Ed Talks: America is Watching & Our Nation Needs to Restart, Rebuild & Modernize Its Infrastructure
“You and I come by road or rail, but economists travel on infrastructure.”
The Americans for Transportation Mobility (ATM) Coalition has shared this quote before and we need to share it again. It comes from Margaret Thatcher, however the sentiment is spot on for our country today. Everything — creating good jobs, building resilient infrastructure, developing a tomorrow-ready workforce, improving safety, commerce and supply chains, and extending to Americans the quality of life they deserve — is tied to robust policy and investment.
Well-functioning systems, including those for surface transportation, are fiscal generators. But all infrastructure charges and recharges economic growth.
We sit at the precipice of rallying great change for the future. Congress and the Biden Administration say that we need modernization, but the middle ground has not yet been found.
A myriad of voices have agreed that for America’s economy to flourish, a bipartisan infrastructure vision is our ticket forward. We should be a nation of solutions and progress — not grandstanding and spinning our wheels.
“Poor infrastructure can impose large costs on the U.S. economy. In addition to the threat to human safety of catastrophic failures such as bridge collapses or dam breaches, inadequately maintained roads, trains, and waterways cost billions of dollars in lost economic productivity,” the Council on Foreign Relations pointed out about author, economist and engineer Henry Petroski’s analysis of American infrastructure in CFR’s “The State of U.S. Infrastructure.”
America is currently relying on a federally unadjusted user fee (a tax on gas) to fuel the Highway Trust Fund (HTF) to stimulate revenue for ongoing investment but it’s not enough. Our interstate system was built 70 years ago. Also, disparate and regional parts of the nation’s transportation infrastructure are old, under-maintained, congested and not adequate for the 21st century. From Oregon to West Virginia, and from Wisconsin to Florida, communities are asking for catalytic and long-term funding for highways, bridges and public transportation to advance resources, equitable access, and prosperous business and labor environments.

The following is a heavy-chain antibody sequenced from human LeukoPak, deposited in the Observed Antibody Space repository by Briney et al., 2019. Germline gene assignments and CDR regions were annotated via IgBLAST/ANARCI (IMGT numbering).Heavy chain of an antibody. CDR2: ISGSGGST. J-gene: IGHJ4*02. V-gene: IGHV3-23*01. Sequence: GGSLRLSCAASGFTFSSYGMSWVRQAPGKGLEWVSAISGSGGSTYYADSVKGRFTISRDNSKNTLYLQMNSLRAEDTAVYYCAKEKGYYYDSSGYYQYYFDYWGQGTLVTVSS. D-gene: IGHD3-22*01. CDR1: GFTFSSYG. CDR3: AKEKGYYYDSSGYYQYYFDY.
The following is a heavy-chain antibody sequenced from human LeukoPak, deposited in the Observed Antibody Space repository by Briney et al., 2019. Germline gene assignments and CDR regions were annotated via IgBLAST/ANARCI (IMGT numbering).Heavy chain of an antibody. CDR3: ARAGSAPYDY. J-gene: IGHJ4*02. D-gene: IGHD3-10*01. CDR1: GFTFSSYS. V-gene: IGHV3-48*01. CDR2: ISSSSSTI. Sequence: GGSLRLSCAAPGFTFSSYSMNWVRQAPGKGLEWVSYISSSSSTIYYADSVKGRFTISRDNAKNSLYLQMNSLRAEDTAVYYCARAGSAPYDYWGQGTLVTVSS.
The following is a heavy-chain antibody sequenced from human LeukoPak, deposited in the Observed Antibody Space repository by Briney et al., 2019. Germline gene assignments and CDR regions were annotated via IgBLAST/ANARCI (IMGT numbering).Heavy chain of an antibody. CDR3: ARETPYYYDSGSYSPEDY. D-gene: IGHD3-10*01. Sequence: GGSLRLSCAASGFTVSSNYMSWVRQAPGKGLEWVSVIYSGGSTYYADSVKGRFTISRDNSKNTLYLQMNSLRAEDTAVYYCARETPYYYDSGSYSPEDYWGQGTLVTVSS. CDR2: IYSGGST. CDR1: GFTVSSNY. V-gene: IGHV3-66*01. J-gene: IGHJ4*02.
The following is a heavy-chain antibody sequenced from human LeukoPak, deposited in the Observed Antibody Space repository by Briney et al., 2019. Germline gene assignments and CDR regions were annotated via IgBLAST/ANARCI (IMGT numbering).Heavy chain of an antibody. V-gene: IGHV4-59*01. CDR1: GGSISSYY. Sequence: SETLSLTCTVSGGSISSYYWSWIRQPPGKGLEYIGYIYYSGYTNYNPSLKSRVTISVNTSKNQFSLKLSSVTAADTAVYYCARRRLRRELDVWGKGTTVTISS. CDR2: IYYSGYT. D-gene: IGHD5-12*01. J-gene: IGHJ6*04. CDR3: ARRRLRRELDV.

Federal policymakers have spent months trying to narrow the policy schism between what the Biden Administration wants in an investment package, and what Republicans will accept.
The last World Economic Forum (WEF) overview ranked America’s infrastructure 13th. “Looking at what the facts say and what we are able to observe in terms of trends, it makes sense to use this number to say the U.S. is not as good as it used to be. … That is backed by facts,” said expert Roberto Crotti in a recent story in The Washington Post. He was one of the lead authors of the WEF report.
There is no success, no national or global pinnacle America reaches, by not working together on a milestone federal bill. Our future depends on it.
Dr. Jonathan Sullivan, Director of the China Policy Institute at the University of Nottingham, previously explained [that] “China has the capacity, the engineering skills, the ambition and money to achieve incredible things — the longest, deepest, highest, quickest — which the regime uses as a demonstration of progress towards modernity under its stewardship.” Sullivan was quoted in the World Finance piece, “How China Uses Infrastructure As a Means of Control.”
The most recent federal reauthorizations were the FAST Act (2015), MAP-21 (2012), SAFETEA-LU (2005), TEA-21 (1998), and ISTEA (1991).
The ATM and its members were instrumental in the passage of all of those, and have been leaders in the recent national infrastructure policy dialogue.